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As my father and I were being removed from our parking spot on Fiesta Island, I asked an officer where we could go. But instead of giving me an answer, he only told me where we couldn’t go.
I am a 47-year-old man and I take care of my 80-year-old father. Just recently, we have become homeless in San Diego. We are a little more fortunate than others because I have a vehicle we sleep in. It is not that difficult in the daytime. Being homeless in San Diego at night, however, has proven to be very difficult. The city and county make finding a place to sleep so challenging, it’s become one of the biggest hurdles keeping me from getting off the streets and back into a home.
I start every day by asking myself, “Where will we sleep tonight?” I was told that people were staying overnight at Fiesta Island, a place that I have frequented quite often with family and friends, so that’s where we went. The first night we stayed there, we were not told to leave. At that moment, I had a very comforting feeling knowing that now I could concentrate all my efforts during the day on bettering my life and getting my father and myself a home again.
It was nice not to have to worry about where to park and sleep at night, and especially nice to have found a place like Fiesta Island that has bathroom facilities.
But the next night that comforting feeling was taken away from me at 2 a.m. by the sound of the San Diego Police Department on their loudspeakers telling everyone that they must vacate the island or have their vehicles impounded.
Unlike the calm, peaceful night at Fiesta Island the night before, though, that night there were hundreds of people staying on the island after hours, partying, drag racing and making a lot of noise. I thought perhaps that was the reason the police kicked us out. So I decided to try staying there again, and the next couple of nights were quiet and peaceful and nobody asked us to leave. I felt relieved again.
The last night we were there, I had decided to park very close to the exit. I figured if we were asked to leave then I would be one of the first to exist the island. That proved to be a mistake. I was awoken at 10 p.m. by a loudspeaker from a police car and lights flashing directly behind me. I was again told to exit the island or be cited and towed.
As I proceeded to start my vehicle, the officer told me to hold on. Then he approached the driver’s side window and handed me a $52 citation. He said I was being cited for ignoring the initial warning. I tried to explain to the officer that I hadn’t heard a warning, but he just kept interrupting me and telling me that I was breaking the law. I have never been a lawbreaker. My record is spotless. I was just trying to find a place to sleep, but nevertheless I now have to pay a citation that I seriously cannot afford right now.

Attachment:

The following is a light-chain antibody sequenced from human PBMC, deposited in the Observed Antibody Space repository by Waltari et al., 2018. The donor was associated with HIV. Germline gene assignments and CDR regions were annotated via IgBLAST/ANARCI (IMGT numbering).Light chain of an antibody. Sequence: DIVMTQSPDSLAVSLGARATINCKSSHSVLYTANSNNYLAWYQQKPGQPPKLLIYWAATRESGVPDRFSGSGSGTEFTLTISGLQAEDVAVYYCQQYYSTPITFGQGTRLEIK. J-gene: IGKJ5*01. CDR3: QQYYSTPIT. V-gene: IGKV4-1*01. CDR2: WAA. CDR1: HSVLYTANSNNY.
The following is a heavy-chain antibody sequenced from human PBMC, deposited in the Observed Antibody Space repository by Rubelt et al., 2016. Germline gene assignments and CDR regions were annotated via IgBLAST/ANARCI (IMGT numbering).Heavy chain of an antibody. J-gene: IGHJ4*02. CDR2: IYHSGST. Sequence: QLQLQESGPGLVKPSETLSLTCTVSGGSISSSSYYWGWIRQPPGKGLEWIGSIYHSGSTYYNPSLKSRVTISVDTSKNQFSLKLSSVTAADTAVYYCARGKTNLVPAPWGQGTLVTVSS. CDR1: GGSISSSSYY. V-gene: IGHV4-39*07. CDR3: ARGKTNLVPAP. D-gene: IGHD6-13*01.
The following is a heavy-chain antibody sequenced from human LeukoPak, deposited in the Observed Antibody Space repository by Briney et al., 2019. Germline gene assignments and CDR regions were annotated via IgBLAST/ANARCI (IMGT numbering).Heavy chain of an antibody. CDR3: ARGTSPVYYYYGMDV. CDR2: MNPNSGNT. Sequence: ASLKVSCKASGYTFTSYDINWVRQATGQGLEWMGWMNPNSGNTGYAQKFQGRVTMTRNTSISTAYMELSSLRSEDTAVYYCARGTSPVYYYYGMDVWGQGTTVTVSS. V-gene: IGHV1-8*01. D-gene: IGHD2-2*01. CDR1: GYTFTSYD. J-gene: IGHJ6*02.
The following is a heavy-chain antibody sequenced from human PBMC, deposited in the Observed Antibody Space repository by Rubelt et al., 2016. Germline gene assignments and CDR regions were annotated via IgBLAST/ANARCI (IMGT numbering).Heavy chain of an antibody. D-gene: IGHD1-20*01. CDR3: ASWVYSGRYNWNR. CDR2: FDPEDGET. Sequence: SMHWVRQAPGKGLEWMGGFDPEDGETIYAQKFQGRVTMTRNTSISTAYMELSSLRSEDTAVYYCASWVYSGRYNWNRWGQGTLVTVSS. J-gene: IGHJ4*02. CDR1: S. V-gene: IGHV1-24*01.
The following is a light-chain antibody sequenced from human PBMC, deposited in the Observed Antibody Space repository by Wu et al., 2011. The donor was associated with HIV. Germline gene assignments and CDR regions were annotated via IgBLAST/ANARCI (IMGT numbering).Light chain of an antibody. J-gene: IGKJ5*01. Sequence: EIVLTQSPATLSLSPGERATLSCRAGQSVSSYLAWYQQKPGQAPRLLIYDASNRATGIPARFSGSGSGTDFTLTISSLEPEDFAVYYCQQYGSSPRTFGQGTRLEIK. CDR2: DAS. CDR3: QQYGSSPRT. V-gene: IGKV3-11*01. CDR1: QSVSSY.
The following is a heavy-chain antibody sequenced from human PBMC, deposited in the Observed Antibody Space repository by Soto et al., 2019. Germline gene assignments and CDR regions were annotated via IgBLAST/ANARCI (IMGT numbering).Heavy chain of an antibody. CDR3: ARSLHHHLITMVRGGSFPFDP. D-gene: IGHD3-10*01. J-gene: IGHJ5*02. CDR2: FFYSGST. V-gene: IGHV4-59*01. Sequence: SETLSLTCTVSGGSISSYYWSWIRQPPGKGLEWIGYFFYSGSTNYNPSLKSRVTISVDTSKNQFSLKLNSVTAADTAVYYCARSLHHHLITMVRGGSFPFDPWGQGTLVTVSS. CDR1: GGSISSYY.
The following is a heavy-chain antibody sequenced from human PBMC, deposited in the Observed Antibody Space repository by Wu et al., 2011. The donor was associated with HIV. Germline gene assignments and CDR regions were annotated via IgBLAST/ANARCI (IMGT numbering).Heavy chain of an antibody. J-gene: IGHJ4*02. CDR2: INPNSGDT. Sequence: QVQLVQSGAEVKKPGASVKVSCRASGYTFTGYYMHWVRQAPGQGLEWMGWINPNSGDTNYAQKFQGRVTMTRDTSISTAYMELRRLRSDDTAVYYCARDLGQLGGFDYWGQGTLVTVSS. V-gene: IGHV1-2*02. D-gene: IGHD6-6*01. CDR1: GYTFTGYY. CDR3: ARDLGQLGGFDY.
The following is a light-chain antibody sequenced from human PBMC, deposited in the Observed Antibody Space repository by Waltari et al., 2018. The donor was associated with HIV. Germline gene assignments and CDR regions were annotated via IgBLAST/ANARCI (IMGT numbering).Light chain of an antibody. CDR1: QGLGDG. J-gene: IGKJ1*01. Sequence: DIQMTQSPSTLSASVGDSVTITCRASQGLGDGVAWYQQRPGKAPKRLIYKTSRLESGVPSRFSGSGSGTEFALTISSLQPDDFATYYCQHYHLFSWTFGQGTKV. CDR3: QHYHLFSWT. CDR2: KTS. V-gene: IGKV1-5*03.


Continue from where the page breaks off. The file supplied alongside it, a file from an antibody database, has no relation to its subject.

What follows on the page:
But what really got to me was when I explained to him that we were living in our car temporarily and I asked him where we could go. But instead of giving me an answer, he only told me where we couldn’t go. He told me if we went to the South Shores, the police would kick us out of there as well. I never even mentioned South Shores, and I don’t even know where that is.
Then the officer said something to me that I won’t forget. He told me he wasn’t going to allow “you people to clump together.” I thought that to be inconsiderate and a very poor choice of words.
That was the last night we stayed on Fiesta Island. I no longer have that comforting feeling of having a secure place to sleep at night with bathroom facilities nearby. I suffer from a chronic disease that results in frequent bathroom trips, so being close to a restroom is very important.
I am grateful to have stayed at Fiesta Island for those few nights. But once again, I now wake up in the morning with the pressure of figuring out where we will be sleeping that night.
For people in my position, I believe it’s become too hard to find a place to park and sleep in San Diego County. The city or the county should work together to come up with a place for people like us to stay while we try to piece our lives back together. We don’t need much, just a parking lot and a bathroom. If I had those two things, I know I would be able to get off the streets and back into a home much easier.
Joseph Santilli is a native San Diego resident. Santilli’s commentary has been edited for style and clarity. See anything in there we should fact check? Tell us what to check out here.